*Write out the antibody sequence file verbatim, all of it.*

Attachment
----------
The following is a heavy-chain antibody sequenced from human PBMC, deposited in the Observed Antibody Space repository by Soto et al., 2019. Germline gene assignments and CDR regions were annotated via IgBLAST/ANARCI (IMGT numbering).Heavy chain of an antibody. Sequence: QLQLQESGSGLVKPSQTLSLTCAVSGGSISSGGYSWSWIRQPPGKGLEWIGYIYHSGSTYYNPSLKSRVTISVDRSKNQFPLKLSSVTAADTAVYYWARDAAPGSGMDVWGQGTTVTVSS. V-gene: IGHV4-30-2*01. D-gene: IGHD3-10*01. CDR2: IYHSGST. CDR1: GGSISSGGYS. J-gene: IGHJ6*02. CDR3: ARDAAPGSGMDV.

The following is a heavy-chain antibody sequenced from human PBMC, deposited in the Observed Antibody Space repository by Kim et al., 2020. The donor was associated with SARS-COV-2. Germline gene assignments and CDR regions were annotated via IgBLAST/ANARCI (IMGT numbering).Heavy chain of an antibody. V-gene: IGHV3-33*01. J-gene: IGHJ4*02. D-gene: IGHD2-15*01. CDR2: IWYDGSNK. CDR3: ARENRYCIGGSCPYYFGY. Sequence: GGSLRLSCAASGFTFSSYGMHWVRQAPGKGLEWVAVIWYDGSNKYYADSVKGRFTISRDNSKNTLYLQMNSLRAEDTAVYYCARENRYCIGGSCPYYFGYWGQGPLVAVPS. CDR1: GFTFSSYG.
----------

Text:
The following is a heavy-chain antibody sequenced from human PBMC, deposited in the Observed Antibody Space repository by Soto et al., 2019. Germline gene assignments and CDR regions were annotated via IgBLAST/ANARCI (IMGT numbering).Heavy chain of an antibody. Sequence: QLQLQESGSGLVKPSQTLSLTCAVSGGSISSGGYSWSWIRQPPGKGLEWIGYIYHSGSTYYNPSLKSRVTISVDRSKNQFPLKLSSVTAADTAVYYWARDAAPGSGMDVWGQGTTVTVSS. V-gene: IGHV4-30-2*01. D-gene: IGHD3-10*01. CDR2: IYHSGST. CDR1: GGSISSGGYS. J-gene: IGHJ6*02. CDR3: ARDAAPGSGMDV.

The following is a heavy-chain antibody sequenced from human PBMC, deposited in the Observed Antibody Space repository by Kim et al., 2020. The donor was associated with SARS-COV-2. Germline gene assignments and CDR regions were annotated via IgBLAST/ANARCI (IMGT numbering).Heavy chain of an antibody. V-gene: IGHV3-33*01. J-gene: IGHJ4*02. D-gene: IGHD2-15*01. CDR2: IWYDGSNK. CDR3: ARENRYCIGGSCPYYFGY. Sequence: GGSLRLSCAASGFTFSSYGMHWVRQAPGKGLEWVAVIWYDGSNKYYADSVKGRFTISRDNSKNTLYLQMNSLRAEDTAVYYCARENRYCIGGSCPYYFGYWGQGPLVAVPS. CDR1: GFTFSSYG.